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April is Gardening Month

2010 April 1

After the winter storms, it’s truly a wonder to see how Mother Nature comes to life during springtime. As the hours of sunlight get longer and temperatures get warmer, you see the first signs of spring in sprouting bulbs such as daffodils and early bloomers like forsythia bushes. Hints of color interrupt the gray outdoors practically overnight. Chirping birds and singing frogs also contribute to the awakening of the new season.

I confess that my backyard is a sorry sight nowadays. The trees survived the wintry onslaught, but the bushes and perennials did not fare as well. The garden will need some major care that will span several weeks maybe even months. Even though I do not have a green thumb, the time invested in gardening definitely will be rewarding on the personal and environmental level.

Since April is gardening month, it’s a nice time to roll up your sleeves and have fun planting in your back yard. Here are some green tips to take care of your garden with minimal use of chemicals. Selecting native plants is also a way to reduce the need for chemicals to control pests and use water efficiently. You might have to go to the Web to identify nurseries in your area that sell native plants or visit USDA’s Natural Resources Conservation Service for state/territory specific information. Simple actions can go a long way to protect the environment.

Another “tradition” that I have tried to adopt at home has been to plant a tree on Earth Day. Our Earth Day trees have survived in spite of the winter storms this year. If you don’t have a back yard to plant a tree, maybe you can buy a good house plant for your apartment. Every environment counts—whether indoors or the great outdoors.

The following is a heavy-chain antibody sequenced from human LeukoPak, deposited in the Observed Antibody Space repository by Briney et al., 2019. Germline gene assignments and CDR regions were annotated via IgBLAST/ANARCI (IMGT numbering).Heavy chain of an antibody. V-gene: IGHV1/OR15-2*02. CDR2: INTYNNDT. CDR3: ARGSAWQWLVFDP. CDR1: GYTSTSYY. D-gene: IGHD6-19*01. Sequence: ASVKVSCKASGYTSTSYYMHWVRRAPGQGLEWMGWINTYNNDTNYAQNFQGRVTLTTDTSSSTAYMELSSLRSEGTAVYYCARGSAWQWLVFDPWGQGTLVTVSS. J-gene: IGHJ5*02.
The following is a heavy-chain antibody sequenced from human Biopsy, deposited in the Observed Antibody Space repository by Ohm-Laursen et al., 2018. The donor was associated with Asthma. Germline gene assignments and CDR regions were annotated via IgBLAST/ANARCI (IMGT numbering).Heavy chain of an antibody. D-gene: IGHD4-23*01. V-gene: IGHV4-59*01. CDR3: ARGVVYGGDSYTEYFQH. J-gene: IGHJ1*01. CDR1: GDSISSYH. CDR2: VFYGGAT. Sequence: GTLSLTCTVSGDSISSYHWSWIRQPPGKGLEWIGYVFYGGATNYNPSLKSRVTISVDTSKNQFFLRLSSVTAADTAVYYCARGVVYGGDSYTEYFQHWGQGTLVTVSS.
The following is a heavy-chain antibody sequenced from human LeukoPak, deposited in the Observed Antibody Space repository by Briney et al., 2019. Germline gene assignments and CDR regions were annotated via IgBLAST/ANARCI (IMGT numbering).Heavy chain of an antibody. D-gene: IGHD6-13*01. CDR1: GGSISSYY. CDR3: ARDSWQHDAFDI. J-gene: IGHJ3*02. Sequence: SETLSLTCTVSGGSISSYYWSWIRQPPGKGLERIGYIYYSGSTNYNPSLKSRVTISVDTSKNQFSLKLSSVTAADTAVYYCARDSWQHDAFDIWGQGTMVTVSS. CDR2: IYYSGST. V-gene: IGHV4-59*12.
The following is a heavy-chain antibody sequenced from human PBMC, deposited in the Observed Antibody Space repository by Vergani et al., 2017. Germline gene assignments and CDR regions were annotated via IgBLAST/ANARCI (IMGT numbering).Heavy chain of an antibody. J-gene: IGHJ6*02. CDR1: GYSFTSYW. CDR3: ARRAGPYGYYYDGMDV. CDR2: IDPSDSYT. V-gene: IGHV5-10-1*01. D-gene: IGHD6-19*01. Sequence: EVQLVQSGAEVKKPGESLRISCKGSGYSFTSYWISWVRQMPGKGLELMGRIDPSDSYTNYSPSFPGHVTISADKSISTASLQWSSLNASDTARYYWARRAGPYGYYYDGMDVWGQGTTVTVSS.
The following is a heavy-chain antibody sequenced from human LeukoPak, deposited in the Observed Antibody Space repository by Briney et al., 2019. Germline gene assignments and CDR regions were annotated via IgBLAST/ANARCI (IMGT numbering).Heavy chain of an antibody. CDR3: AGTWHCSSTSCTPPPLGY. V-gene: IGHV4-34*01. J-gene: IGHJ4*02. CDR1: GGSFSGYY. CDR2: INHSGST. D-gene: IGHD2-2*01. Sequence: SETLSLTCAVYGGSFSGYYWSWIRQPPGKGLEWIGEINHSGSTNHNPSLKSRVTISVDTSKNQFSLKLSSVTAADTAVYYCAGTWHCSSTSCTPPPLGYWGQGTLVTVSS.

Are you planning anything special to revamp your garden this month?

About the author: Lina Younes has been working for EPA since 2002 and chairs EPA’s Multilingual Communications Task Force. Prior to joining EPA, she was the Washington bureau chief for two Puerto Rican newspapers and she has worked for several government agencies.

Editor's Note: The opinions expressed here are those of the author. They do not reflect EPA policy, endorsement, or action, and EPA does not verify the accuracy or science of the contents of the blog.

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15 Responses leave one →
  1. armansyahardanis permalink
    April 1, 2010

    You are correct….. This afternoon my wife brought orange seed for to plant in our garden. She also bought, her plan, compost for it. My daughter, 19, doesn’t care about that, also her friends. I am rarely, here, to see the girls interest for the gardening. What next ?

  2. David Mc permalink
    April 1, 2010

    Your daughter doesn’t like oranges? Remind her when they’re ripe! Or maybe you meant orange flowers.

  3. P. DeRosa permalink
    April 2, 2010

    Hello EPA,

    Do you by any chance have any free seedlings or trees to mail
    out? the story after the winter time that was written truly is my
    backyard also. the of my beautiful trees were hit. A beautiful Lilac that blossomed 12 inch blooms literally distroyed. And also a
    Magnolia that was over 34 for years old.I don’t have the money
    to replace these at this time and i’m asking as a favor.